that could be collected in ACII and Brotherhood.
wasn’t where we were about to spend the majority of the demo, and so we were
sent back out into the street to pickpocket civilians for enough money to buy a
new piece of armor (a set of spaulders). As we wandered the neighborhood around
Galata, it quickly became clear that Revelations is keeping plenty of familiar
Creed tropes; we still had to scale Viewpoints to reveal chunks of the map
(which now shows up as a topographical display in the HUD), and there are still
plenty of shops and landmarks to buy, once you’ve amassed enough cash. Of
course, before you can open them up for purchase, you’ll have to liberate their
neighborhoods – but more on that in a minute.
been properly outfitted, we got a brief primer on how to use the new hookblade
(which replaces Ezio’s second Hidden Blade) in the form of a quick run across
the nearby rooftops. Manually activated by hitting B/Circle, the hookblade is
good for mainly three things: first, it extends Ezio’s reach, enabling him to
grab ledges or high handholds that would otherwise be just out of reach.
Second, it can be extended just before you grab a lamp (or any dangling object)
to swing straight across, instead of grabbing it and making a 90-degree swing,
like Ezio normally does.
lets Ezio use ziplines, which are a ubiquitous fixture around the city. While
descending, Ezio can opt for a slower, lower-profile descent that’s less likely
to attract attention from guards, or you can hold down the right trigger to
curl him into a ball and send him rocketing down to the end. Also, if any
guards happen to be unlucky enough to be underneath Ezio while he’s zipping
overhead, he can drop down for a quick assassination.
And yes, in
case you’re curious, Ezio still has access to Leonardo da Vinci’s parachutes.
(Ziplines are a faster way to get around, not a safe way to fall.) In fact,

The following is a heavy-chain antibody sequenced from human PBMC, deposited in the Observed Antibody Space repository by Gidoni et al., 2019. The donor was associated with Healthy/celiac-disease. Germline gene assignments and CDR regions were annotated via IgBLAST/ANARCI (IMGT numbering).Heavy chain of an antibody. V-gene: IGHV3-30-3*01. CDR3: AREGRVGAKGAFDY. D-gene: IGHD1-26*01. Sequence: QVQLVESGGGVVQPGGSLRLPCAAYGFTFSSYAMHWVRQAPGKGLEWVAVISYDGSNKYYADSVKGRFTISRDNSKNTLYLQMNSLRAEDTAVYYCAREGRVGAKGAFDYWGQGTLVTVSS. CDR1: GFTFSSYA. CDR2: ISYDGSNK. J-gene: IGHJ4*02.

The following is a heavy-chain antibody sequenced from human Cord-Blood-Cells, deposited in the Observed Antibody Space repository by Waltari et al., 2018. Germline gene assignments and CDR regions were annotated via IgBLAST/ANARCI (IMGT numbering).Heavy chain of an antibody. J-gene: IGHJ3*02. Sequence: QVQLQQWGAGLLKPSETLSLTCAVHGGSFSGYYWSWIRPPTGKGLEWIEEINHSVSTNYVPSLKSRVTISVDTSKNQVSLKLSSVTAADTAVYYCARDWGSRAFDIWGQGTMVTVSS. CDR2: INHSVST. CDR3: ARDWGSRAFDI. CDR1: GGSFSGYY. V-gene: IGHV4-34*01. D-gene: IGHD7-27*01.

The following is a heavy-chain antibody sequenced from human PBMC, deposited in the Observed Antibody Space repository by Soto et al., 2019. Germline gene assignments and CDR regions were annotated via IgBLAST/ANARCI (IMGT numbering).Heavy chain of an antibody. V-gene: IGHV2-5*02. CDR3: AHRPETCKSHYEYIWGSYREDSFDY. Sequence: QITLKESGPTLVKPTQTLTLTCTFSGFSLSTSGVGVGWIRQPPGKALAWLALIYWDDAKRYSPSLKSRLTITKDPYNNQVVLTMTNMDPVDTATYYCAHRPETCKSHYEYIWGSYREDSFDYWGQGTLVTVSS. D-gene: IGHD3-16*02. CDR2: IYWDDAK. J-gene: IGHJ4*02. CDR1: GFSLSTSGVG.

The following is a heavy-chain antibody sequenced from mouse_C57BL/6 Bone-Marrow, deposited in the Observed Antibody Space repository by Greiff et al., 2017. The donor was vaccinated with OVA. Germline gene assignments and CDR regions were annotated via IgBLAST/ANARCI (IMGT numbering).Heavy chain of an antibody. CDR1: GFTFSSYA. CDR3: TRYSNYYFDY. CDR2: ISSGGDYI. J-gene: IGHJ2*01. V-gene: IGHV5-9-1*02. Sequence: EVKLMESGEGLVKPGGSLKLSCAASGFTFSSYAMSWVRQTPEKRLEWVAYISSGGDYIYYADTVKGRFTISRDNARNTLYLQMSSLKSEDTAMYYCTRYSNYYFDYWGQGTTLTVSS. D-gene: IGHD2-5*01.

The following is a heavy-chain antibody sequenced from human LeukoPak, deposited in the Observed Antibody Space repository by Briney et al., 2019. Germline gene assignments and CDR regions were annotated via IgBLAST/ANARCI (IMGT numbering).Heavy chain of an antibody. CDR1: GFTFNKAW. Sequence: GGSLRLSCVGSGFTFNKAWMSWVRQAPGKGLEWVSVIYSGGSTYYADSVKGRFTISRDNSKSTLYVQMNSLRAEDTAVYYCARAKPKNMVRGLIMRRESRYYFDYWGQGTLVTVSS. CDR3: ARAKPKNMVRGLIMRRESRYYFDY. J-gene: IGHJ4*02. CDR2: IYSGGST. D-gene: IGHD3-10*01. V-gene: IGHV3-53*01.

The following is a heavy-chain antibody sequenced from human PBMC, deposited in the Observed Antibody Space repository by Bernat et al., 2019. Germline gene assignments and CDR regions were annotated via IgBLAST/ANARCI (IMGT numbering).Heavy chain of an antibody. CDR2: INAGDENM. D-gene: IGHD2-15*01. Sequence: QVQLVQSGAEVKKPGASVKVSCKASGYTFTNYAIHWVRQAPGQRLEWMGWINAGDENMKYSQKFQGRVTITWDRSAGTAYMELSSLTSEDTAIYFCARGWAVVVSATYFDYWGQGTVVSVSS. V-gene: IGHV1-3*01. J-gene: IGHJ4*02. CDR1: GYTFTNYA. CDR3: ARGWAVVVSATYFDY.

most of his old arsenal is back – the crossbow, the hidden gun, the poison
darts – although it’s now selected from two weapon wheels (one for close-range
weapons, one for long-range ones) instead of one. One thing we didn’t see back,
however, was a single horse – and in fact, we were told that horses will be
mostly absent from the game, as the narrow streets of Constantinople aren’t
very accommodating to equines. It was something of a shock to realize, but it’s
worth pointing out that we didn’t even notice they were absent until our session was
time with Yusuf gave us a chance to try out another mechanic new to the series:
tossing bombs around. Crafted at special kiosks with a wide variety of
ingredients (which you can buy at shops or find laying around in chests), the
available bombs range from noisemaking distractions to horrifyingly destructive
shrapnel grenades, and they’re easy to aim, thanks to the clear throwing arc
that shows you exactly where they’ll land.
As fun as the
bombs were, we’d already seen plenty of them. What came next, however, was a
big surprise. Toward the end of the mission, we took back an “Assassin den,”
which function almost exactly like the Borgia Towers in Brotherhood. To take
them over (thereby freeing up the neighborhood for you to buy all its shops),
you’ll first need to identify their commander by going into Eagle Sense and
holding a targeting reticule over certain glowing soldiers. Once he’s
identified, killing him will enable you to climb the tower and light the
“retreat beacon,” signaling all nearby soldiers that it’s time to get the hell
out of Dodge. Congratulations: you’ll now have a secondary headquarters, and
will be able to recruit another citizen to join the ranks of your Assassin
The twist is
that this time, you’ll actually have to defend your dens from attack via a
tower-defense (or “Den Defense,” as the game calls it) minigame. Here, you’ll
be confined to a rooftop command post, and will need to defend the road leading
to your den with archers and riflemen. These can be placed at the edges of
rooftops or behind barricades, which you can set up in the street. You’ll also
be able to direct volleys of cannon fire into the street, which comes in especially
handy when the charging Ottoman or Templar hordes give way to huge siege
engines, like the battering ram they wheeled out during our session.